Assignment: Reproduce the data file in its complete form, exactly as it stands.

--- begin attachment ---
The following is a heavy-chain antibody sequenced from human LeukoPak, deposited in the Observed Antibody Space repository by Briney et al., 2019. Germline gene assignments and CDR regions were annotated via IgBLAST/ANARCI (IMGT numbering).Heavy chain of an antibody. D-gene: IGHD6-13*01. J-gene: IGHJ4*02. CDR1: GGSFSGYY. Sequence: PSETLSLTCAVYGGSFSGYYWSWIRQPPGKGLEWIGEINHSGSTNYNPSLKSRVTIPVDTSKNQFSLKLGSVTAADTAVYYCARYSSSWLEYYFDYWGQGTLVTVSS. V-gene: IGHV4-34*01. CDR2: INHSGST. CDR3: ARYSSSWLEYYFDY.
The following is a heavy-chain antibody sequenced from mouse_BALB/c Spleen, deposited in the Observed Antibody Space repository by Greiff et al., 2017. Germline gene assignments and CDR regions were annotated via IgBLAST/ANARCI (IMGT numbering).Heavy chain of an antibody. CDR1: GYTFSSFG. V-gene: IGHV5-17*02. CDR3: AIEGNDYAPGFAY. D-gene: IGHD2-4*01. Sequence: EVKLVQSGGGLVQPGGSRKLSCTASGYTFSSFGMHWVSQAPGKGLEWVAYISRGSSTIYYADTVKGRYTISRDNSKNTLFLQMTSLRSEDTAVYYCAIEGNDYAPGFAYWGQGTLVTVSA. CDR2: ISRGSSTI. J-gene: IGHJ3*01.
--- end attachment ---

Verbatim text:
The following is a heavy-chain antibody sequenced from human LeukoPak, deposited in the Observed Antibody Space repository by Briney et al., 2019. Germline gene assignments and CDR regions were annotated via IgBLAST/ANARCI (IMGT numbering).Heavy chain of an antibody. D-gene: IGHD6-13*01. J-gene: IGHJ4*02. CDR1: GGSFSGYY. Sequence: PSETLSLTCAVYGGSFSGYYWSWIRQPPGKGLEWIGEINHSGSTNYNPSLKSRVTIPVDTSKNQFSLKLGSVTAADTAVYYCARYSSSWLEYYFDYWGQGTLVTVSS. V-gene: IGHV4-34*01. CDR2: INHSGST. CDR3: ARYSSSWLEYYFDY.
The following is a heavy-chain antibody sequenced from mouse_BALB/c Spleen, deposited in the Observed Antibody Space repository by Greiff et al., 2017. Germline gene assignments and CDR regions were annotated via IgBLAST/ANARCI (IMGT numbering).Heavy chain of an antibody. CDR1: GYTFSSFG. V-gene: IGHV5-17*02. CDR3: AIEGNDYAPGFAY. D-gene: IGHD2-4*01. Sequence: EVKLVQSGGGLVQPGGSRKLSCTASGYTFSSFGMHWVSQAPGKGLEWVAYISRGSSTIYYADTVKGRYTISRDNSKNTLFLQMTSLRSEDTAVYYCAIEGNDYAPGFAYWGQGTLVTVSA. CDR2: ISRGSSTI. J-gene: IGHJ3*01.